We sat down with the Prison Fellowship's video production team—Topher Hall, Drew Darby, Chad Prince, and Emily Andrews—for a behind-the-scenes look at what they learned making the film.
For returning citizens, reentry can be a second prison. In Prison Fellowship's new documentary, three former prisoners share their journeys.
It's been a difficult year, but thanks to God, it has also been a year of transformation. To celebrate what God has done, here are our top 12 stories.
So, you’re excited for that new job. You’ve got the qualifications. It’s all coming together—until one thing makes the opportunity fall apart.
California is in the midst of some of the largest fires ever to break out in the state. More firefighters are needed. For many years now, California has looked to the incarcerated for help.
Read why this September Prison Fellowship is focused on prison alternatives, youth justice, and collateral consequences and how you can help!
God is doing great things for America's incarcerated population and their families. Check out what happened last month and what's coming on this summer!
Welcome to Second Chance Month! Prison Fellowship® and our diverse group of partner organizations are raising awareness this month of the hardships former prisoners face upon their return to society. Will you join us?SECOND CHANCE MONTH: A NATIONAL MOVEMENT
"I try to do everything right and be on time ... And you think everything's going to go great, and then the next thing you know, boom."
Did you know that in Arkansas it is against the law to mispronounce "Arkansas?" Or that in New Jersey it's illegal for a man to knit during fishing season?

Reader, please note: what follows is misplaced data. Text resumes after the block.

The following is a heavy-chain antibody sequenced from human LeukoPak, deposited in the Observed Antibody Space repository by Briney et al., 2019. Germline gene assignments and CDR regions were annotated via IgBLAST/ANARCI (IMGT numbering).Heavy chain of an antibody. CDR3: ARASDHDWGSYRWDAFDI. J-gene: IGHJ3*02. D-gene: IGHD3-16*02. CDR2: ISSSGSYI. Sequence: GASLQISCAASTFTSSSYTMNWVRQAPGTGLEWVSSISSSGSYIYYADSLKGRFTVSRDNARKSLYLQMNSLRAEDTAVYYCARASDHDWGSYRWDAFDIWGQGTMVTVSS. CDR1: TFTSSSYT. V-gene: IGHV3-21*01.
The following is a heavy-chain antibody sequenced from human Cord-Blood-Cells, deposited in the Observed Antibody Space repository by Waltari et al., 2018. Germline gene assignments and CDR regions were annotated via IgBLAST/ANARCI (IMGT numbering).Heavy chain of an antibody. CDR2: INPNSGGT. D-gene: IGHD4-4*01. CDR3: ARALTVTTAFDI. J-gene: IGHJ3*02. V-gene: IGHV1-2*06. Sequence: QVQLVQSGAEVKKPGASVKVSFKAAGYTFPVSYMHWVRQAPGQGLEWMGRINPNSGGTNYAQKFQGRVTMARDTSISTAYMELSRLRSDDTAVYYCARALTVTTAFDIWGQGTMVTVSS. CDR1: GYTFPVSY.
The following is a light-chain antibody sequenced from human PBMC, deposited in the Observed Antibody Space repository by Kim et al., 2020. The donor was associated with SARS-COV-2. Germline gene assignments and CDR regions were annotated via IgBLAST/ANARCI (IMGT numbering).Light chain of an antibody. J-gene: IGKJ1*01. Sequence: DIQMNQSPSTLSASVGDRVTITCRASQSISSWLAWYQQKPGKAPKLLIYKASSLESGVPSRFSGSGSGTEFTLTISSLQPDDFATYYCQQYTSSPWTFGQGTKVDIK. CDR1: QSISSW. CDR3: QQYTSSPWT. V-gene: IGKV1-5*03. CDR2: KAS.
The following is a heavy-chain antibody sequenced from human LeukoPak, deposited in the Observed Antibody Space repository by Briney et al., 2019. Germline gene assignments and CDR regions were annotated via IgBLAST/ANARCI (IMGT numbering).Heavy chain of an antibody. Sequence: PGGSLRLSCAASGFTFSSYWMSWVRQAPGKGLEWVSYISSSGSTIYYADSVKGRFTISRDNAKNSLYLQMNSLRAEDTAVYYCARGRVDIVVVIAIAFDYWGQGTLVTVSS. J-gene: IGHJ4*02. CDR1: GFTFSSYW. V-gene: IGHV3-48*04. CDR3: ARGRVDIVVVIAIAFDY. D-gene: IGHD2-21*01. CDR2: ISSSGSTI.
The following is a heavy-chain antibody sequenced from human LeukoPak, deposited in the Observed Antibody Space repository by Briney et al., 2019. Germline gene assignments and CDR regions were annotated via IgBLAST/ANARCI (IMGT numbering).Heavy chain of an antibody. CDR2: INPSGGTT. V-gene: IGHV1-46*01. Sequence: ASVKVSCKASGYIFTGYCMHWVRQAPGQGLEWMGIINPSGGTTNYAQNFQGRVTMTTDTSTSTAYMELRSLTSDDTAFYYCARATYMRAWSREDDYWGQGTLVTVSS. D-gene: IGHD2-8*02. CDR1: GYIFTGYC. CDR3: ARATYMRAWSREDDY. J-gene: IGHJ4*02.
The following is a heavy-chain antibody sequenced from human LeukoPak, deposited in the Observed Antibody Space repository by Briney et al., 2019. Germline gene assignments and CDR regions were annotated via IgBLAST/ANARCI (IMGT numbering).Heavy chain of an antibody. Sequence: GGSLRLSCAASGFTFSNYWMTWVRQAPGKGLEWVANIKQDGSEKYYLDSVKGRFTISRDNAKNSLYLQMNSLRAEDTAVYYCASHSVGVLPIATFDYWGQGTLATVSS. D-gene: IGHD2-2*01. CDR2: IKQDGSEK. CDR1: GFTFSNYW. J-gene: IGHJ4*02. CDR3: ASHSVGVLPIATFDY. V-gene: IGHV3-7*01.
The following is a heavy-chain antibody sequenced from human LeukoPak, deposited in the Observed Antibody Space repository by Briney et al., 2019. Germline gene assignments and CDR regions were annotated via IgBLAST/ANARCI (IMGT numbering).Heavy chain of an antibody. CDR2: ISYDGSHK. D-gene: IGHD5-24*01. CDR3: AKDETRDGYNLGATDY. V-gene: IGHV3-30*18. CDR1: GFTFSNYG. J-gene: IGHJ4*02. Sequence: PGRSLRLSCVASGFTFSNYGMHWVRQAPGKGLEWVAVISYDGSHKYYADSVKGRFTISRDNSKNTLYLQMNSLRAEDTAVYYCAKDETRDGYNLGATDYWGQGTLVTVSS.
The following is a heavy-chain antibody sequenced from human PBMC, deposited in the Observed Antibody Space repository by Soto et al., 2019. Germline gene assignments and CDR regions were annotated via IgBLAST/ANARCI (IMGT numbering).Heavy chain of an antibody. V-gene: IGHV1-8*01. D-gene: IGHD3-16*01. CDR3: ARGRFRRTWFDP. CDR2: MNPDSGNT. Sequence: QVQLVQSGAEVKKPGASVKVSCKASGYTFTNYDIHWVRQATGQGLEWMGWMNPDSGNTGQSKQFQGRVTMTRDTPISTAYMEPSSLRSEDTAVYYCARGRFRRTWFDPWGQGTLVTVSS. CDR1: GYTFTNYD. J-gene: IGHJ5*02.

Kevin Bethel was in charge of school police in Philadelphia when he started researching juvenile crime.
“I was shocked to see we were locking up 1,600 kids a year,” Bethel tells Philly.com. “And I was shocked to see the offenses kids were being locked up for.”
Ever wonder what life is like for someone with a criminal record?
A new quiz on the Marshall Project website gives readers an opportunity to see how much they know about the hurdles that face men and women who have committed crimes.
The moment ex-prisoners leave the prison gate, they face many critical decisions: Where they will live, where to look for a job, how to get from one place to another, what to eat, and how to pay for all these necessities. But this isn’t all.
The dire consequences of a felony conviction last far longer than a term of years in prison followed by additional years of parole. In addition to those direct punishments, offenders are denied licenses for many jobs, lose their right to vote, and cannot possess guns.